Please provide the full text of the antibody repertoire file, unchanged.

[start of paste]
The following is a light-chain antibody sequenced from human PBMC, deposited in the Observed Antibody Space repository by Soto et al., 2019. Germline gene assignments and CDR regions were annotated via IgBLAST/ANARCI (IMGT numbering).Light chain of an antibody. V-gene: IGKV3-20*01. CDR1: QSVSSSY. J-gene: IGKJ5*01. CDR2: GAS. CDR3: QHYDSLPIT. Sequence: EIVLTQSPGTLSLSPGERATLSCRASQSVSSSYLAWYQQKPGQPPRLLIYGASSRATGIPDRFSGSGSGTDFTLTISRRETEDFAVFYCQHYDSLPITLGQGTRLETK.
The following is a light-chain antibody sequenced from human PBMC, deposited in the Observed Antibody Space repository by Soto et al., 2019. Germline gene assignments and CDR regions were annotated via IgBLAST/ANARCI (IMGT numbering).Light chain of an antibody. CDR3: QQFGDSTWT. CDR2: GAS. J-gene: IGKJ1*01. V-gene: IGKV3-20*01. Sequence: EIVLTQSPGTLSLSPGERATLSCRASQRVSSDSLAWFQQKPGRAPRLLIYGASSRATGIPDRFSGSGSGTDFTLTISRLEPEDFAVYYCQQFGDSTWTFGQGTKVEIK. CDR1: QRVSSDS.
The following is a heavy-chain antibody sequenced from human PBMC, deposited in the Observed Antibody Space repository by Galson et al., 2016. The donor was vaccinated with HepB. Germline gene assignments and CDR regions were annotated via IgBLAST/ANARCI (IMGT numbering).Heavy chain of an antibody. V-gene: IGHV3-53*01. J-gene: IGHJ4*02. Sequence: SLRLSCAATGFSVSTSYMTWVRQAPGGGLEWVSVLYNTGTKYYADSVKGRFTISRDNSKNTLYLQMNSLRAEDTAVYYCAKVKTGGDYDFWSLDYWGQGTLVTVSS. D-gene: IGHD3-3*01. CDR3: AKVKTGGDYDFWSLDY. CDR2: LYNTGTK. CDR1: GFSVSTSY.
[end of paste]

The following is a light-chain antibody sequenced from human PBMC, deposited in the Observed Antibody Space repository by Soto et al., 2019. Germline gene assignments and CDR regions were annotated via IgBLAST/ANARCI (IMGT numbering).Light chain of an antibody. V-gene: IGKV3-20*01. CDR1: QSVSSSY. J-gene: IGKJ5*01. CDR2: GAS. CDR3: QHYDSLPIT. Sequence: EIVLTQSPGTLSLSPGERATLSCRASQSVSSSYLAWYQQKPGQPPRLLIYGASSRATGIPDRFSGSGSGTDFTLTISRRETEDFAVFYCQHYDSLPITLGQGTRLETK.
The following is a light-chain antibody sequenced from human PBMC, deposited in the Observed Antibody Space repository by Soto et al., 2019. Germline gene assignments and CDR regions were annotated via IgBLAST/ANARCI (IMGT numbering).Light chain of an antibody. CDR3: QQFGDSTWT. CDR2: GAS. J-gene: IGKJ1*01. V-gene: IGKV3-20*01. Sequence: EIVLTQSPGTLSLSPGERATLSCRASQRVSSDSLAWFQQKPGRAPRLLIYGASSRATGIPDRFSGSGSGTDFTLTISRLEPEDFAVYYCQQFGDSTWTFGQGTKVEIK. CDR1: QRVSSDS.
The following is a heavy-chain antibody sequenced from human PBMC, deposited in the Observed Antibody Space repository by Galson et al., 2016. The donor was vaccinated with HepB. Germline gene assignments and CDR regions were annotated via IgBLAST/ANARCI (IMGT numbering).Heavy chain of an antibody. V-gene: IGHV3-53*01. J-gene: IGHJ4*02. Sequence: SLRLSCAATGFSVSTSYMTWVRQAPGGGLEWVSVLYNTGTKYYADSVKGRFTISRDNSKNTLYLQMNSLRAEDTAVYYCAKVKTGGDYDFWSLDYWGQGTLVTVSS. D-gene: IGHD3-3*01. CDR3: AKVKTGGDYDFWSLDY. CDR2: LYNTGTK. CDR1: GFSVSTSY.